Modelling the bit in the middle: diagnostic stages of treatment
24/09/2015by Rob Findlay
Poor Mr Bloggs has a dodgy knee. So he hobbles down to his local practice, where the GP says she doesn’t like the look of it. She refers him to see a consultant, and he is added to the waiting list for a new outpatient appointment.
Six weeks later, Mr Bloggs finally sees the consultant, at which point one of three things might happen:
- The consultant might say “actually your knee is fine, Mr Bloggs, go home” (he is discharged).
- Or “you need to be admitted for surgery” (he is added to the elective waiting list).
- Or “I would like to see an MRI or CT scan before making a final decision” (he is sent for a diagnostic test). Mr Bloggs should then wait no longer than 6 weeks for this, and then the consultant reviews the scan and either discharges him or makes a decision to admit him for surgery.
The question is: how can we construct a capacity planning model for this 2- or 3-stage pathway, with the intention of delivering the 18-week referral-to-treatment (RTT) promise for Mr Bloggs, and for all the other Mr Bloggses who come to our hospital?
When we are planning capacity, we can’t just model the whole RTT pathway in one big lump. We need to model each stage of treatment separately, so that we can plan clinic capacity separately from bed and theatre capacity.
Fortunately the new outpatient stage is quite straightforward. We don’t know in advance whether Mr Bloggs will be discharged, listed for admission, or sent for diagnostics, so we have to see him quickly enough to accommodate any of those possible outcomes. That means we can model all new outpatients for this pathway together, and all with the same waiting time target of (say) 6 weeks.
But then it gets more complicated.
Those patients who are not discharged fall into two groups: those who are added immediately to the elective waiting list (with 12 weeks remaining before they breach 18 weeks RTT); and those who spend up to 6 weeks going round the diagnostic loop before potentially being added to the elective waiting list (with only 6 weeks remaining before they breach 18 weeks RTT).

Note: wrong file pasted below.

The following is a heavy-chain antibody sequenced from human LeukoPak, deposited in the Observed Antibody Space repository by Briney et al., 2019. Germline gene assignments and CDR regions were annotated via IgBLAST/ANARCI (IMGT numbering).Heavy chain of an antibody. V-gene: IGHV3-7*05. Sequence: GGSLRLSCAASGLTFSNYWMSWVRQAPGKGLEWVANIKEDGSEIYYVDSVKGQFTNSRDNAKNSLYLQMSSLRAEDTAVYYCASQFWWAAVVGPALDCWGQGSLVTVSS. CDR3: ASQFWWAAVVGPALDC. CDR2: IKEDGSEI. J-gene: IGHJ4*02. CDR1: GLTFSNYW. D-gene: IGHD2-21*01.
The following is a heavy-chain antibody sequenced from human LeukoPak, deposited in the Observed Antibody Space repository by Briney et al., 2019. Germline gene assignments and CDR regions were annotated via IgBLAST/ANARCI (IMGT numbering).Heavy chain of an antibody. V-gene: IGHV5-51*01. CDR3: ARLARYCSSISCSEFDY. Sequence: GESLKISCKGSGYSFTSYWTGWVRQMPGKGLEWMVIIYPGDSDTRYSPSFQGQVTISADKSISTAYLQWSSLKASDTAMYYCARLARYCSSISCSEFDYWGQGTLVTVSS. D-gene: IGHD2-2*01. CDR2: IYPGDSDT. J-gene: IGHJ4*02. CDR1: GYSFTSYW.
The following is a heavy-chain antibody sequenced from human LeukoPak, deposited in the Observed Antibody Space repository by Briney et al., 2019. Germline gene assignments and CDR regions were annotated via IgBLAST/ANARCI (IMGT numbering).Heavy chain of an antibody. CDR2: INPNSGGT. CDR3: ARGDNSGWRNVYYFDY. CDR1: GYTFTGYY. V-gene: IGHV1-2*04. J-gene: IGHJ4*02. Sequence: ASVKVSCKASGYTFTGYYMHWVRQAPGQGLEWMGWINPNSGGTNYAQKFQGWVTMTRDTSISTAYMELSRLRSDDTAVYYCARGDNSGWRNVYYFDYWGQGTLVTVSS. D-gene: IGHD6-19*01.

We could model these two groups of patients as two separate, parallel pathways: one with a single wait of up to 12 weeks, and the rest with two consecutive waits of up to 6 weeks each. But that would be a bit of a nightmare data-wise; could you really identify retrospectively which pathway any patient was on at any given point in time, and consistently separate all their waiting list movements and snapshots?
You’re very welcome to try, but fortunately there is a much easier way.
Think about those patients who have a diagnostic stage and are then added to the elective waiting list. They only have about 6 weeks left on the clock, so effectively the hospital is going to book them in quickly as if they were urgent. And this simplifies things enormously because we can model them in exactly the same way – as if they were urgent.
Going back to our knee example, let’s say 5% of all elective patients are genuinely clinically urgent. And let’s say another 10% of (routine) elective patients will have had a diagnostic stage. We can simply add those two numbers together, and model the elective stage of treatment as if 15% of the patients were urgent, reflecting the fact that both clinically urgent and post-diagnostic routine patients need to be treated quickly.
So in Gooroo Planner you might model the knee pathway like this:
1) Model all new outpatients together, in the usual way, for a waiting time target of 6 weeks.
2) Then model all elective patients for a waiting time target of 8 weeks, and in your patient-level activity data just classify a patient as urgent if they either had a diagnostic stage or were actually clinically urgent.
(The more alert of you will have spotted that 6 + 8 = 14 weeks RTT, not 18 weeks RTT; the extra 4 weeks provides a margin to allow for suboptimal patient scheduling.)
3) If you like, you can also model the diagnostic stage of treatment explicitly, and a method for doing that is described here.
Some clinical services send nearly all of their patients for an intermediate diagnostic stage, in which case the purpose of the first outpatient clinic is usually to decide what kind of diagnostic they need. Then the modelling is even simpler, because all routine elective patients can wait around the same amount of time, and we can simply allow 6 weeks for the first outpatient stage, plus 6 weeks for the diagnostic stage, plus 6 weeks for the elective stage (or whatever balance you prefer). Allowing for suboptimal scheduling, you might set the targets to 5+5+5 weeks.
At the initial one-day implementation of Gooroo Planner we usually leave diagnostics on the ‘to do’ list. But it’s an important refinement to your modelling, and one that you might like to take in fairly early on. As always, we are more than happy to support you if you have any questions.Return to Post Index